The plight of slum dwellers should not be politicized
By Nyasani Mbaka
According to international statistics provided by UN-HABITAT, close to 3.3 billion people live in urban areas, and by 2030 this figure is expected to add up to almost 5 billion people. The steady growth of urbanization could trigger celebrations and ululation across the world, as cities are centers of economic excellence and cultural creativity. But when we take time to look at the bigger picture, fact remains that 1 billion people worldwide live in urban slums.
This not withstanding slum dwellers have limited access to water, sanitation, and housing and secure tenure.
Slum dwellers for a long time have been considered a constituency of potential voters that can easily tilt the balance in an elections outcome. Politicians gathered at the burial ceremony of the Mukuru Sinai fire victims, at Uhuru Park on Wednesday 21, September 2011. They joined ‘fellow’ Slum dwellers in bidding farewell to the more than 100 people who perished in the inferno.
Politics took center stage and what caught my attention is the blatant and careless statements made by our politicians. Kenya Pipeline Company had earlier on made statements that they will NOT take responsibility for the fire that claimed 119 lives. Energy Minister Kiraitu Murungi, took to the podium and contradicted the Pipeline Company demanding that slum dwellers affected by the Mukuru Sinai fire must be compensated. When the Vice president Kalonzo Musyoka rose to speak, he complained that the Ksh. 60,000 offered as burial assistance to the affected families by government is too little. This then begs the question who then is Government?
The Prime Minister, Raila Odinga assured slum dwellers that the government is exploring ways of developing modern low cost houses for the urban poor. But what we are not being told are the exact plans in the pipeline for the urban poor.
Kenya Pipeline, Kenya Airports Authority, Kenya Railways and Kenya Power have already issued slum dwellers with eviction notices asking those living on their land reserves to vacate with immediate effect or face evictions. What these government agencies are trying to do is to appear that they are averting future disasters, but the real question is where will the slum dwellers occupying these lands go to after the evictions?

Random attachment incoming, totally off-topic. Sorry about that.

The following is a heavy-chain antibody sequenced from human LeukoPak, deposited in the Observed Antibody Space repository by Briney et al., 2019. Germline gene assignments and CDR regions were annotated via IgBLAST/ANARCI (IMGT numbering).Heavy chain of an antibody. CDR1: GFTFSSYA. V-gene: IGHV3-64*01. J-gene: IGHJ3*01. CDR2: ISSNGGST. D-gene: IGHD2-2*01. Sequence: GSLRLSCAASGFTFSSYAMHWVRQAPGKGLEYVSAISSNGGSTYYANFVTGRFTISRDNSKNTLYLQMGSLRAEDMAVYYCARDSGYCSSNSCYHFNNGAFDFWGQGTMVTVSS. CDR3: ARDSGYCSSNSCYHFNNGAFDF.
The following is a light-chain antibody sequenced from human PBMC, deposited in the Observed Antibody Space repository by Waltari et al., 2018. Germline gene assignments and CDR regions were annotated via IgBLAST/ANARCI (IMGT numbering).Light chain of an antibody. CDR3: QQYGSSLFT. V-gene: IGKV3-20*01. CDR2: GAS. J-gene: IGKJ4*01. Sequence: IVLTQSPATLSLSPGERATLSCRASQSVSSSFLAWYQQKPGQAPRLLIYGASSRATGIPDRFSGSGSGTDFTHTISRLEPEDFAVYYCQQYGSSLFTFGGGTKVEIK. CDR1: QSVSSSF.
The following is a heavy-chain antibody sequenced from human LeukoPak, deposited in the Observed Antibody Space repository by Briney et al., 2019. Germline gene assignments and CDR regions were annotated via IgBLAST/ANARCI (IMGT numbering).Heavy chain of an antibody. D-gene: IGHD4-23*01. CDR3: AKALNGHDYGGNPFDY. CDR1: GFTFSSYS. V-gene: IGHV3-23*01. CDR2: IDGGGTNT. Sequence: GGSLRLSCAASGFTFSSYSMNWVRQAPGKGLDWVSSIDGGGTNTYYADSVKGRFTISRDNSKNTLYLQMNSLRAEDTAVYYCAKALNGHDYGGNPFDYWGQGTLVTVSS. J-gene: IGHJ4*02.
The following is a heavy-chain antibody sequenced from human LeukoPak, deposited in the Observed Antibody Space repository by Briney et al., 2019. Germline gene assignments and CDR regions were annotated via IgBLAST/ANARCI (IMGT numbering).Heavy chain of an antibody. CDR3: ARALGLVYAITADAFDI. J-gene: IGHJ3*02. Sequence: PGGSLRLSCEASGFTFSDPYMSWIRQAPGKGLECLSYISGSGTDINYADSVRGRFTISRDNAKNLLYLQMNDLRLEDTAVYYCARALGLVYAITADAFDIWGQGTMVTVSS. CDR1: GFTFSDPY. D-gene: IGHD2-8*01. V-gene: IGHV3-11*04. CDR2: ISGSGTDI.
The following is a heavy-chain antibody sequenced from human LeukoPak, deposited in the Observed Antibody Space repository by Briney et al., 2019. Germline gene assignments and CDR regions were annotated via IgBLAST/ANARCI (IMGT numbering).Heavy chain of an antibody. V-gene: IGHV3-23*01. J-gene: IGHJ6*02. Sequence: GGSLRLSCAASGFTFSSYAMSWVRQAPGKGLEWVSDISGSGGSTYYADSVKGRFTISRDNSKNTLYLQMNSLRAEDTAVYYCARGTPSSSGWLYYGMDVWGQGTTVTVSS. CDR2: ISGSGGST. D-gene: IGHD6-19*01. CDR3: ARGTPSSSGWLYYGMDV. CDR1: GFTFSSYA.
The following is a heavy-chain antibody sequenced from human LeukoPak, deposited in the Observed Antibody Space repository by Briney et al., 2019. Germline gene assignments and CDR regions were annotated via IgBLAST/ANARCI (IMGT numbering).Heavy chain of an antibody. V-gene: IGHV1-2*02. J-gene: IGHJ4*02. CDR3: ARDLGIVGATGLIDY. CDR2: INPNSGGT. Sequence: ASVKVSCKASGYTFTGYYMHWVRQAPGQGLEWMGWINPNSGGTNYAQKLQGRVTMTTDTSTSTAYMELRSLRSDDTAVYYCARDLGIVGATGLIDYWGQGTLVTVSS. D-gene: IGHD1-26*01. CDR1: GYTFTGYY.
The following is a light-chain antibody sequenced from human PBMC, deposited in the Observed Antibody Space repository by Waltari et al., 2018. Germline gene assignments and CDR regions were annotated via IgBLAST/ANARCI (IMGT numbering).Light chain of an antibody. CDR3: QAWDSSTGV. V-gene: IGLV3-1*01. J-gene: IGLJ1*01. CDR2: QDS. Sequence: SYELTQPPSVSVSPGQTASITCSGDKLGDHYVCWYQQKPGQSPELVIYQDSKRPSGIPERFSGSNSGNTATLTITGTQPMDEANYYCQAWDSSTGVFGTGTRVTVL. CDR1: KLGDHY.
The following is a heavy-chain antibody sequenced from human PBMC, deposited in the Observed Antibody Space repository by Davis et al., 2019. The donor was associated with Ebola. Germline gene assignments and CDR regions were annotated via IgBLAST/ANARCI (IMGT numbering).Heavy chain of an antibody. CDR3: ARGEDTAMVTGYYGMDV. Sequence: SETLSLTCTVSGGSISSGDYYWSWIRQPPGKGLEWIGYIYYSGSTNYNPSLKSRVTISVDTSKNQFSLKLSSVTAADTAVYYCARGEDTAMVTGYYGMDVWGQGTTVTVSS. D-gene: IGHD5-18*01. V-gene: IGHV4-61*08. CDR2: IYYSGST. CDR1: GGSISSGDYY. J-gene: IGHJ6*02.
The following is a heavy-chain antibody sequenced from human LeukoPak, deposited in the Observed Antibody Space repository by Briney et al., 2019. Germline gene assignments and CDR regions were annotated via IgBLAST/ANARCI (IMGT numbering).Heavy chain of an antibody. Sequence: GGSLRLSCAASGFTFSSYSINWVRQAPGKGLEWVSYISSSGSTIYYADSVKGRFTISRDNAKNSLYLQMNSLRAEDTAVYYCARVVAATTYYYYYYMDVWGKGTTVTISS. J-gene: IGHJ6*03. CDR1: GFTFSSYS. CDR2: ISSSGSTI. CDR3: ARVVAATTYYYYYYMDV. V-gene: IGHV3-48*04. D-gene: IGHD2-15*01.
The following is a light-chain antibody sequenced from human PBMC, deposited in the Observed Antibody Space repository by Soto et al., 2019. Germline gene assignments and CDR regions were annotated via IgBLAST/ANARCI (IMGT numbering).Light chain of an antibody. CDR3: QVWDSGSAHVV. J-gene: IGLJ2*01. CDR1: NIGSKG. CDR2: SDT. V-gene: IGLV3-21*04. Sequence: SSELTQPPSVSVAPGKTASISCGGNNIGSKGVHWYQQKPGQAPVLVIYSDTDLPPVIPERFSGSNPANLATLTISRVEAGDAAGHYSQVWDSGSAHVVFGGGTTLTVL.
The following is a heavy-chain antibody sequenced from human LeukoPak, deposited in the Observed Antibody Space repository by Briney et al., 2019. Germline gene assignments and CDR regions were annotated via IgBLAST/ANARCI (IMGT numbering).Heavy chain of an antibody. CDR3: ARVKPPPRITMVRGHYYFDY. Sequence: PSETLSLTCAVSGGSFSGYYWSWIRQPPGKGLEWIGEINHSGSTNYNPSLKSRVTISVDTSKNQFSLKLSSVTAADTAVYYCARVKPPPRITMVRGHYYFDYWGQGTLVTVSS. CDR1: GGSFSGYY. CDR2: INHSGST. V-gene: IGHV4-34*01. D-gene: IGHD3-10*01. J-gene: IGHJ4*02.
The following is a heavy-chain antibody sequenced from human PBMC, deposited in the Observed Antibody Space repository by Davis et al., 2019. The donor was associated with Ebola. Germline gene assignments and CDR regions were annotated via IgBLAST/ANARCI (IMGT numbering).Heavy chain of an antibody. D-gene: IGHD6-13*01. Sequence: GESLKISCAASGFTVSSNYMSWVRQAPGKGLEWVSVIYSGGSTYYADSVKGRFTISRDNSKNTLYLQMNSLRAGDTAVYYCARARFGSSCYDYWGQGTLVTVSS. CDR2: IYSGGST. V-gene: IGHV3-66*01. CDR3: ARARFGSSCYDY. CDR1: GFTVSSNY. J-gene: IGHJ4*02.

Kenya’s slums are growing at an unprecedented rate. For instance in the year 2005, the Nairobi metropolitan region was inhabited by an estimated 6.76 million people. More than 70 percent of them live in slums under appalling conditions without shelter, clean water or adequate sanitation.
The Kenyan government and local authorities are faced with the serious challenge of guiding the physical growth of urban areas and providing adequate services for the growing urban population. If the gap between the supply and demand for urban services, such as water supply, sanitation and housing, continues to grow, the social consequences of urbanization could be serious.
The goal of improving slums, tags along with the inseparable task of reducing poverty. This can only be achieved through a common vision. We have to be against poverty, not the poor. We are against slums, not slum dwellers. Slums and poverty would not exist if there were genuine commitment and political will to combat them. And this common vision can only be realized through genuine partnerships.This genuine partnerships will involve Government, Local Municipal Councils, urban planning experts, slum dwellers federation and other support NGOs involved in slum upgrading initiatives.
These efforts should go a long way in improving the lives of slum dwellers in the country and gear towards meeting the set target 11 of the Millennium Development Goals that are to be achieved by the year 2020. But this is just the beginning, lets all unite for a better future.
( Views expressed in this article are entirely those of the writer)